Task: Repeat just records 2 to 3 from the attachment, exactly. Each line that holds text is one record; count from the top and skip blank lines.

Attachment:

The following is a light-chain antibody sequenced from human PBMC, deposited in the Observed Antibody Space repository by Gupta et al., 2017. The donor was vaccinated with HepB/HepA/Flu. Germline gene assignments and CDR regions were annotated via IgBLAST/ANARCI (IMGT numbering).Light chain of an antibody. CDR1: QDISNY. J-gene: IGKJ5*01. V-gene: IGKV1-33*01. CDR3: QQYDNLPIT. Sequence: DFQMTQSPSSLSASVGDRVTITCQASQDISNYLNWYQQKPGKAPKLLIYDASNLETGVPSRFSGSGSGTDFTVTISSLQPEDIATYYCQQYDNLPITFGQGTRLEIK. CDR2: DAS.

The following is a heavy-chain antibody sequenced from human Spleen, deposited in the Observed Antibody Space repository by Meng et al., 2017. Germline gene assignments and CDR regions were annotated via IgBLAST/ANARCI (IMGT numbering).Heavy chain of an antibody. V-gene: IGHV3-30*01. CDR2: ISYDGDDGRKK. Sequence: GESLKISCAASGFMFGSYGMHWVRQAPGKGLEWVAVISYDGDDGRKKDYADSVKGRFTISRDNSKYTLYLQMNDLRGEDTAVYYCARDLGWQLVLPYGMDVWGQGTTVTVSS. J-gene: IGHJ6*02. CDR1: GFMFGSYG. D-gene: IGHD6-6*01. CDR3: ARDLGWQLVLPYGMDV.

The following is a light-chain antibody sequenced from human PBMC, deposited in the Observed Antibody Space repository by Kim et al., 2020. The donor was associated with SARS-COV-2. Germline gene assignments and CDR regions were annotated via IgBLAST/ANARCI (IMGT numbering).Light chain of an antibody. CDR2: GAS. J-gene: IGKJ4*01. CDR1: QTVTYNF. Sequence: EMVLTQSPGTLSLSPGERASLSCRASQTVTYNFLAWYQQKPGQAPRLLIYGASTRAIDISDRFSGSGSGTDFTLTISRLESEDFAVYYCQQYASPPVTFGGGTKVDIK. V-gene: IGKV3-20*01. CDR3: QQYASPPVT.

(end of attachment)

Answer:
The following is a heavy-chain antibody sequenced from human Spleen, deposited in the Observed Antibody Space repository by Meng et al., 2017. Germline gene assignments and CDR regions were annotated via IgBLAST/ANARCI (IMGT numbering).Heavy chain of an antibody. V-gene: IGHV3-30*01. CDR2: ISYDGDDGRKK. Sequence: GESLKISCAASGFMFGSYGMHWVRQAPGKGLEWVAVISYDGDDGRKKDYADSVKGRFTISRDNSKYTLYLQMNDLRGEDTAVYYCARDLGWQLVLPYGMDVWGQGTTVTVSS. J-gene: IGHJ6*02. CDR1: GFMFGSYG. D-gene: IGHD6-6*01. CDR3: ARDLGWQLVLPYGMDV.

The following is a light-chain antibody sequenced from human PBMC, deposited in the Observed Antibody Space repository by Kim et al., 2020. The donor was associated with SARS-COV-2. Germline gene assignments and CDR regions were annotated via IgBLAST/ANARCI (IMGT numbering).Light chain of an antibody. CDR2: GAS. J-gene: IGKJ4*01. CDR1: QTVTYNF. Sequence: EMVLTQSPGTLSLSPGERASLSCRASQTVTYNFLAWYQQKPGQAPRLLIYGASTRAIDISDRFSGSGSGTDFTLTISRLESEDFAVYYCQQYASPPVTFGGGTKVDIK. V-gene: IGKV3-20*01. CDR3: QQYASPPVT.